While you were in college, you and some of your buddies from the Otterbein a cappella choir traveled to Greenwich Village. That trip got you interested in performing in NYC, where you eventually met Stephen Stills and the two of you became members of the Au Go Go Singers at the Cafe Au Go Go. At the time, were you writing any songs?
As I recall, I’d written one song called “The Ballad of Johnny Collins.” It was about a little drummer boy in the Civil War, but don’t ask me any questions about the Civil War! How it came about, I have no idea, but it was a folk song and seemed to be the type of thing that was popular at the time. And neither of the other guys in my band — Bob Harmelink and Nels Gustafson — were writing songs then, but that was one we actually performed in our little folk trio, which was around the same time I met Stephen back in New York.
Ultimately, Stephen invited you and Neil Young to come to California to be part of Buffalo Springfield. In the beginning, Stephen and Neil seemed to be writing the bulk of the songs — such as Stephen’s “For What It’s Worth” and Neil’s “Nowadays Clancy Can’t Even Sing” — but you ended up writing some of the band’s most enduring compositions, notably “Kind Woman” and “A Child’s Claim to Fame.” You’ve said that when you write a song, sometimes you’ll get a “melody with a lyric” or a “guitar lick” that will inspire a song. Do you remember the process you went through when writing “Kind Woman?”
You know, I don’t — I really don’t. That was one of the songs that probably just came to me. I can’t even tell you the logistics of how I wrote it, other than seeing my future wife Nancy at the Whiskey A Go Go and just standing there and having a thought in my mind. But, no, I really have no idea how it came about.
How about “A Child’s Claim to Fame?”
I probably wrote that one around the melody, first off, and then just, kind of, contemplating Neil Young being in and out of the band all the time.
Speaking of Neil, this week, we heard him on a podcast talking about a time back in 1967 when Buffalo Springfield appeared on the TV detective show, Mannix. How did that happen, and how was that experience from your perspective?
Back in the day, we did a couple of different TV shows, but that was the one I remember the most. I think I remember it best because I was not really feeling well; I was starting to deal with tonsillitis and stuff like that and I remember I just wasn’t feeling very well for that particular show. Fortunately, for most — or probably all — of the shows back then, we did lip-sync, so it was wasn’t a matter of having to sing live, but it was definitely one of those situations like you might see today on TV shows or movies where there’s a scene with a band playing in the background.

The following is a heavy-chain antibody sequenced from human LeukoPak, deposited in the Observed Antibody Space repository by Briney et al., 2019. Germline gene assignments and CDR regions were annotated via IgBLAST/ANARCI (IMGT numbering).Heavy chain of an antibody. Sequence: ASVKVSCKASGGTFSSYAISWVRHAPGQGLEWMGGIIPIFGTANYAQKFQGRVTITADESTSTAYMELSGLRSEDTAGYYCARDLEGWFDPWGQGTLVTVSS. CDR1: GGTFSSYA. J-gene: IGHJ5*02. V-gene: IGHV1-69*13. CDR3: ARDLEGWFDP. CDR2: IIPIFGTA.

After Buffalo Springfield, you created Poco and helped pioneer the genre of country rock penning some of our favorite tunes like “Good Feelin’ to Know.” Do you recall what inspired you to write that particular song?
I can’t remember if it was around the time that Nancy and I were having some issues in our marriage, but what I can remember is coming home and feeling, “OK, we’ve been on the road, and it’s been really tiring” — where I was just drained mentally and physically and emotionally — “and it’s a just good feeling to know you’re home and there’s somebody who loves you.” So that was the gist of it, and I can still see myself walking down this little road outside the house where we lived at the time and just really reflecting upon, “Hey, man, I’m home, and it’s just a good feelin’ to know you can come home to someone who’s always there for you.”
Following Poco, you joined The Souther-Hillman-Furay Band and then went on to have a solo career. Last year, you released In the Country, an album of cover versions of such country songs as “Take Me Home, Country Roads,” and “Walking in Memphis.” On our personal list of songs we wish we’d written is “I Hope You Dance,” but we’re wondering if there are any songs on the album that you didn’t compose yourself but wish you had?
There are quite a few of them and “I Hope You Dance” is certainly one of them. I think “I’m Already There” is another one I really love. And I love “Chalk” — I think it’s one of my favorite songs on the whole project. It’s a Buddy and Julie Miller song that Julie wrote which I heard on YouTube and played it over and over again thinking, “If I ever get the opportunity to do another record, I want to do this song!” And when our producer, Val Garay, came to me and asked, “Do you want to do this album?” that was one of the songs I suggested, even though it wasn’t a hit.